Prerational Intelligence: Adaptive Behavior and Intelligent Systems Without Symbols and Logic, Volume 1, Volume 2 Prerational Intelligence: Interdisciplinary Perspectives on the Behavior of Natural and Artificial Systems, Volume 3 pp 109-121 | Cite as
Antennal Movements in the Honeybee: How Complex Tasks are Solved by a Simple Neuronal System
The antennae of insects are multisensory receptor organs for the perception of chemical and mechanical stimuli. In many insect groups the antennae are movable and display specific responses to various stimuli, even to moving targets which are perceived by the compound eyes. In hymenoptera, like bees and ants, the antennae can be used for communication by transmitting tactile signals and receiving multisensory information. The amount of information which can be conveyed by antennation from a sender to a receiver seems to be limited (Hölldobler & Wilson 1990) and plays an important role especially in recruiting other individuals from the same colony (Hölldobler & Wilson 1978). Also the exchange of food and “greeting” between individuals is accompanied by distinct antennation.
KeywordsSugar Sucrose Tungsten Serotonin Dura
Unable to display preview. Download preview PDF.
- Erber, J. (1984). Response changes of single neurons during learning in the honeybee. In D. Alcon & R. Farley (eds. ), Primary neural substrates of learning and behavioral change (pp. 275–285). Cambridge, MA: Cambridge University Press.Google Scholar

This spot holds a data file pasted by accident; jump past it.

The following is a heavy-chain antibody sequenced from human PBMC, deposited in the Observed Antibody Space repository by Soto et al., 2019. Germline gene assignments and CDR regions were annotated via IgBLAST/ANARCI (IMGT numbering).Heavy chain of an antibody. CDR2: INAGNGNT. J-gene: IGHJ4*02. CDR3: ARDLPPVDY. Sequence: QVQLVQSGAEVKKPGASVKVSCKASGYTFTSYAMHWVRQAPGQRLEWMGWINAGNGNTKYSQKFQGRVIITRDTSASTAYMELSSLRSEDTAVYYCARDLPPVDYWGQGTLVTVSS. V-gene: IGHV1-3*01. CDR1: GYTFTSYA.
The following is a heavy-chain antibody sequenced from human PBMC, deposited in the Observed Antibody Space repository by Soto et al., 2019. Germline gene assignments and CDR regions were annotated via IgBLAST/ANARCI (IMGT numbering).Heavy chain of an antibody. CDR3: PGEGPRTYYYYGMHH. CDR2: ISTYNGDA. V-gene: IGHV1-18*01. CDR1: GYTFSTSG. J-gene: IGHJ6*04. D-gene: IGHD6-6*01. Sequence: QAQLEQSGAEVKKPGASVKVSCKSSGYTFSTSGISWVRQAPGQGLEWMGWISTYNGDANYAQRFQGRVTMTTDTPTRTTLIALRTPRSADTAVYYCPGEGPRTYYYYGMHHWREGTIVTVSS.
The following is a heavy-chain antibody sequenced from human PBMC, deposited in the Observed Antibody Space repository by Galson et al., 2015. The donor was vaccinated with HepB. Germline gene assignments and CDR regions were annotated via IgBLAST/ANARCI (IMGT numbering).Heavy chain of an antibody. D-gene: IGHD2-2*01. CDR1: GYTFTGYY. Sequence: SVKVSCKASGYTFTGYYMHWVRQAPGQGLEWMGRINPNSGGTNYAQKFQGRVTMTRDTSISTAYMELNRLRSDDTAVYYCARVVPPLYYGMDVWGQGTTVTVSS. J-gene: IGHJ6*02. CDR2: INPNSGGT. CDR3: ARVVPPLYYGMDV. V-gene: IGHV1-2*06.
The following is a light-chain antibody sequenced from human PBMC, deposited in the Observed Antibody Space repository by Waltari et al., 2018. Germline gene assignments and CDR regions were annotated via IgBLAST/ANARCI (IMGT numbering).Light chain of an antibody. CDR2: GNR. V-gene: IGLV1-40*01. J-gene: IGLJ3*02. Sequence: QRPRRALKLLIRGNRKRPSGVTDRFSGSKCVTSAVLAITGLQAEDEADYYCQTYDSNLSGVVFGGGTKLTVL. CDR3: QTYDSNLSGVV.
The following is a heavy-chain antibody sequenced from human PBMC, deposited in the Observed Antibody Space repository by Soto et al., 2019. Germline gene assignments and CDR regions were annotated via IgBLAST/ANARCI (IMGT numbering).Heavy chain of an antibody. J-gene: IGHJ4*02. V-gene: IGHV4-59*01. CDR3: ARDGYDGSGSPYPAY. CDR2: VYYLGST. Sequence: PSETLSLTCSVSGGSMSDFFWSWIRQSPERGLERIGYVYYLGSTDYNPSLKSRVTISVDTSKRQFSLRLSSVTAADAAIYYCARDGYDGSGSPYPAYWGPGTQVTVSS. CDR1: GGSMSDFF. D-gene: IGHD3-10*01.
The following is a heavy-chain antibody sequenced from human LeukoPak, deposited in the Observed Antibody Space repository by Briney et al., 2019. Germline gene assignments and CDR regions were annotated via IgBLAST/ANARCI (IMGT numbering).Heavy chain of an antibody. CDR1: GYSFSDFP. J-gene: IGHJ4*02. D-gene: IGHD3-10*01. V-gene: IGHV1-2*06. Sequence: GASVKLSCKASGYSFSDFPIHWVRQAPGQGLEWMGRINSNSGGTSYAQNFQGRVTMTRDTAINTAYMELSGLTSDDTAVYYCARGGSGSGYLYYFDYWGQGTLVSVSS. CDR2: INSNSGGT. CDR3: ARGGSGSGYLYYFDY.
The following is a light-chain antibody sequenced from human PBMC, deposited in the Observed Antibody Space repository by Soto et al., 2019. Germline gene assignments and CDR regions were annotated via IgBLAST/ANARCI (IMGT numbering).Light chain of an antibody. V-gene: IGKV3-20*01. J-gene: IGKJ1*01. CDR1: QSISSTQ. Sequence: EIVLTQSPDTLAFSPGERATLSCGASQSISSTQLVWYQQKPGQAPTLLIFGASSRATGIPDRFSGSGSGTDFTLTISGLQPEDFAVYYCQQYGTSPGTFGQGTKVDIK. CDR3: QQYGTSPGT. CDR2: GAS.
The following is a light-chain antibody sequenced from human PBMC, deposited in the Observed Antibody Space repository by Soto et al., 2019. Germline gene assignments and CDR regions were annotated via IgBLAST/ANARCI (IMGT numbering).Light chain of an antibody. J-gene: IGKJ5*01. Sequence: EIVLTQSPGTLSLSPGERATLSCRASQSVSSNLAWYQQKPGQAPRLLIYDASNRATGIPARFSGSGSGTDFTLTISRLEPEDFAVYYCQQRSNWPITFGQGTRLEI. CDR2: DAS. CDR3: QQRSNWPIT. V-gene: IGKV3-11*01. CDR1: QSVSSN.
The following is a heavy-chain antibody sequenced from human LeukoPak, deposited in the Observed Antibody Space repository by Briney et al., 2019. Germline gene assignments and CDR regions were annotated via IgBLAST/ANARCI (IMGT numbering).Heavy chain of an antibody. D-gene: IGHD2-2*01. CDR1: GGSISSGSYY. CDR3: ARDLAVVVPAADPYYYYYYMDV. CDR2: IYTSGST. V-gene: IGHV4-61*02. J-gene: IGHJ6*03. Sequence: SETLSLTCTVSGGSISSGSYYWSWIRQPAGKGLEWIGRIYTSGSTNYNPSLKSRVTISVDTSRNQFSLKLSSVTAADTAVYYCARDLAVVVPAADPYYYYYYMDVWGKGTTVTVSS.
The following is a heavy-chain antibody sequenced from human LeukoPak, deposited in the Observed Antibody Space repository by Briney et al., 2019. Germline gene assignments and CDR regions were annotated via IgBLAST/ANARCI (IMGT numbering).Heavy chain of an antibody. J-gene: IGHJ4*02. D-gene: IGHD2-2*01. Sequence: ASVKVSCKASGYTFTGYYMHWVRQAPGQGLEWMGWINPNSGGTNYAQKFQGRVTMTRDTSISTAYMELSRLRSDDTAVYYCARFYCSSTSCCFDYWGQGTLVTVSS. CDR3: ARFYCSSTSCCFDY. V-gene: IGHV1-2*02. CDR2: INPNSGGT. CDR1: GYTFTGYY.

- Erber, J. , & P. Klingenberg (1995). The modulatory effects of serotonin and octopamine in the visual system of the honey bee (Apis mellifera L. ). I. Behavioral analysis of the motion-sensitive antennal reflex. Journal of Comparative Physiology A176, 111–118.Google Scholar
- Hammer, M. , R. Menzel, & U. Schneider (1993). Octopamine local injections into the mushroom body calyces substitute for the unconditioned stimulus in honeybee olfactory conditioning. In N. Eisner & M. Heisenberg (eds. ), Gene-brain-behaviour (p. 848). Stuttgart, New York: Thieme Verlag.Google Scholar
- Kisch, J. , & J. Erber (1997). Operant conditioning of honeybees (Apis melliferd) under laboratory conditions. In N. Eisner & H. Wässle (eds. ), Göttingen neurobiology report 1997 (p. 650). Stuttgart, New York: Thieme Verlag.Google Scholar
- Kloppenburg, P. , & J. Erber. 1995. The modulatory effects of serotonin and octopamine in the visual system of the honey bee (Apis mellifera L. ). II. Electrophysiological analysis of motion-sensitive neurons in the lobula. Journal of Comparative Physiology A176, 119–129.Google Scholar
- Martin, H. (1965). Leistungen des topochemischen Sinnes bei der Honigbiene. Zeitschriftfür vergleichende Physiologie 50, 254–292.Google Scholar
- Pribbenow, B. (1994). Das Antennenabtastverhalten der Honigbiene: it Verhaltensphysiologische, elektrophysiologische, morphologische und pharmakologische Untersuchungen. Dissertation FB 7, Technische Universität Berlin.Google Scholar